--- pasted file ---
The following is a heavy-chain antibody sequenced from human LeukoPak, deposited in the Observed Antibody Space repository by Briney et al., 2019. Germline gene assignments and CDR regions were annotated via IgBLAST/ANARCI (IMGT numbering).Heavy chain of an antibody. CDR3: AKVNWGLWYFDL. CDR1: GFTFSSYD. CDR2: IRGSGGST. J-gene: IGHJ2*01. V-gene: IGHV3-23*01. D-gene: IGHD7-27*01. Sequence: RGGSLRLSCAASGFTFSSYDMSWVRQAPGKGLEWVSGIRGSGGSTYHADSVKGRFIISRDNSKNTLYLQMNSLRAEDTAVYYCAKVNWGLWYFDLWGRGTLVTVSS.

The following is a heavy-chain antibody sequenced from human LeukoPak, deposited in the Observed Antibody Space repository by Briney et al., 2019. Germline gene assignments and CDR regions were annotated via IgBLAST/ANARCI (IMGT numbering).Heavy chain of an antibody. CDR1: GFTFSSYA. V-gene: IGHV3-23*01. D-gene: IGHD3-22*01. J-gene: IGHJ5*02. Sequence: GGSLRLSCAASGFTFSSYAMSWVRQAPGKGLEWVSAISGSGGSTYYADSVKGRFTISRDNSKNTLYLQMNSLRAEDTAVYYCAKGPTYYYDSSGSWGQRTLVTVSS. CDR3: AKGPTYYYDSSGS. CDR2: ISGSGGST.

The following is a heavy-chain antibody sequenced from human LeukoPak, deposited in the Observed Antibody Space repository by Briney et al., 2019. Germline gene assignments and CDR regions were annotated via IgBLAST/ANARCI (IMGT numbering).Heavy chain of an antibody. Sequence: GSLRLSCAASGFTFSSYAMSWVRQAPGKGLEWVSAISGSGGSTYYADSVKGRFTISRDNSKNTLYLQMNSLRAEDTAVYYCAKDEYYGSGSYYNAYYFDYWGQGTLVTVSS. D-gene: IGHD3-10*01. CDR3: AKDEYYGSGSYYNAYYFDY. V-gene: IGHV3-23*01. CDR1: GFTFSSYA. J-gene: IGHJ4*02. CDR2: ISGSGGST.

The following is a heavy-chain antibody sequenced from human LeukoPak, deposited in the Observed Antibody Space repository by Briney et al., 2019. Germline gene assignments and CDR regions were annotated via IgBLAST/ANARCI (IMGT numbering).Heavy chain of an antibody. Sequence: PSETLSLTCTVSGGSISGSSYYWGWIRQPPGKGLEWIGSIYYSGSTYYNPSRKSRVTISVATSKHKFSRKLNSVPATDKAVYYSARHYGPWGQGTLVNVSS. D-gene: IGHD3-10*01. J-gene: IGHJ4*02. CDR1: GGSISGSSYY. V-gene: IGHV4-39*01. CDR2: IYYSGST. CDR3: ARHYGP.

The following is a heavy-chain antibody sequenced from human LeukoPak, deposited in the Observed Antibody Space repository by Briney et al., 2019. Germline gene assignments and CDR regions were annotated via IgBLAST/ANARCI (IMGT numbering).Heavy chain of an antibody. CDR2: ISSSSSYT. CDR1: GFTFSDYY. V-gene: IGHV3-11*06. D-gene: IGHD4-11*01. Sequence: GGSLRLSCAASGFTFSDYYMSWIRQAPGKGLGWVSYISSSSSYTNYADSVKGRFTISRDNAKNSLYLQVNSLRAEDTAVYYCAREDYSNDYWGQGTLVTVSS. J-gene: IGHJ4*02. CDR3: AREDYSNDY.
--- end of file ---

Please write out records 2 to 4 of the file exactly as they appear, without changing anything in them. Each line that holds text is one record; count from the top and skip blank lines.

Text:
The following is a heavy-chain antibody sequenced from human LeukoPak, deposited in the Observed Antibody Space repository by Briney et al., 2019. Germline gene assignments and CDR regions were annotated via IgBLAST/ANARCI (IMGT numbering).Heavy chain of an antibody. CDR1: GFTFSSYA. V-gene: IGHV3-23*01. D-gene: IGHD3-22*01. J-gene: IGHJ5*02. Sequence: GGSLRLSCAASGFTFSSYAMSWVRQAPGKGLEWVSAISGSGGSTYYADSVKGRFTISRDNSKNTLYLQMNSLRAEDTAVYYCAKGPTYYYDSSGSWGQRTLVTVSS. CDR3: AKGPTYYYDSSGS. CDR2: ISGSGGST.

The following is a heavy-chain antibody sequenced from human LeukoPak, deposited in the Observed Antibody Space repository by Briney et al., 2019. Germline gene assignments and CDR regions were annotated via IgBLAST/ANARCI (IMGT numbering).Heavy chain of an antibody. Sequence: GSLRLSCAASGFTFSSYAMSWVRQAPGKGLEWVSAISGSGGSTYYADSVKGRFTISRDNSKNTLYLQMNSLRAEDTAVYYCAKDEYYGSGSYYNAYYFDYWGQGTLVTVSS. D-gene: IGHD3-10*01. CDR3: AKDEYYGSGSYYNAYYFDY. V-gene: IGHV3-23*01. CDR1: GFTFSSYA. J-gene: IGHJ4*02. CDR2: ISGSGGST.

The following is a heavy-chain antibody sequenced from human LeukoPak, deposited in the Observed Antibody Space repository by Briney et al., 2019. Germline gene assignments and CDR regions were annotated via IgBLAST/ANARCI (IMGT numbering).Heavy chain of an antibody. Sequence: PSETLSLTCTVSGGSISGSSYYWGWIRQPPGKGLEWIGSIYYSGSTYYNPSRKSRVTISVATSKHKFSRKLNSVPATDKAVYYSARHYGPWGQGTLVNVSS. D-gene: IGHD3-10*01. J-gene: IGHJ4*02. CDR1: GGSISGSSYY. V-gene: IGHV4-39*01. CDR2: IYYSGST. CDR3: ARHYGP.